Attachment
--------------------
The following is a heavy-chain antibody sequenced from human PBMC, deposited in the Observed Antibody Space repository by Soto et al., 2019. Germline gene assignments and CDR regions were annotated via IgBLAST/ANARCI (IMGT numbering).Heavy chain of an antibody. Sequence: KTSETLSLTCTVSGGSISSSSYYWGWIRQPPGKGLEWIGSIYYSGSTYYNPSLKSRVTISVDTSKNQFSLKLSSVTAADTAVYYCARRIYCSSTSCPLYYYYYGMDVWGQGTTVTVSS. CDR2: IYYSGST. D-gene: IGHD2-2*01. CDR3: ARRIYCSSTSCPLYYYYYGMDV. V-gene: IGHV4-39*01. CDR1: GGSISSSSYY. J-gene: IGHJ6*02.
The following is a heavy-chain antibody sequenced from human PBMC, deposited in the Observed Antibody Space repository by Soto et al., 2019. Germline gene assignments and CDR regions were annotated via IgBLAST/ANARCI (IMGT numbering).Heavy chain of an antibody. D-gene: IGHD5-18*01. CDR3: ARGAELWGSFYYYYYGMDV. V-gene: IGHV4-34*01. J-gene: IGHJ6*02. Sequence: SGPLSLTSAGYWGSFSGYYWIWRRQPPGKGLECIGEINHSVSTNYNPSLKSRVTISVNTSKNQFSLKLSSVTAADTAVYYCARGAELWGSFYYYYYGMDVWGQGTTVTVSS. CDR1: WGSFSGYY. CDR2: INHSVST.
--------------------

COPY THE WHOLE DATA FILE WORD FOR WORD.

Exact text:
The following is a heavy-chain antibody sequenced from human PBMC, deposited in the Observed Antibody Space repository by Soto et al., 2019. Germline gene assignments and CDR regions were annotated via IgBLAST/ANARCI (IMGT numbering).Heavy chain of an antibody. Sequence: KTSETLSLTCTVSGGSISSSSYYWGWIRQPPGKGLEWIGSIYYSGSTYYNPSLKSRVTISVDTSKNQFSLKLSSVTAADTAVYYCARRIYCSSTSCPLYYYYYGMDVWGQGTTVTVSS. CDR2: IYYSGST. D-gene: IGHD2-2*01. CDR3: ARRIYCSSTSCPLYYYYYGMDV. V-gene: IGHV4-39*01. CDR1: GGSISSSSYY. J-gene: IGHJ6*02.
The following is a heavy-chain antibody sequenced from human PBMC, deposited in the Observed Antibody Space repository by Soto et al., 2019. Germline gene assignments and CDR regions were annotated via IgBLAST/ANARCI (IMGT numbering).Heavy chain of an antibody. D-gene: IGHD5-18*01. CDR3: ARGAELWGSFYYYYYGMDV. V-gene: IGHV4-34*01. J-gene: IGHJ6*02. Sequence: SGPLSLTSAGYWGSFSGYYWIWRRQPPGKGLECIGEINHSVSTNYNPSLKSRVTISVNTSKNQFSLKLSSVTAADTAVYYCARGAELWGSFYYYYYGMDVWGQGTTVTVSS. CDR1: WGSFSGYY. CDR2: INHSVST.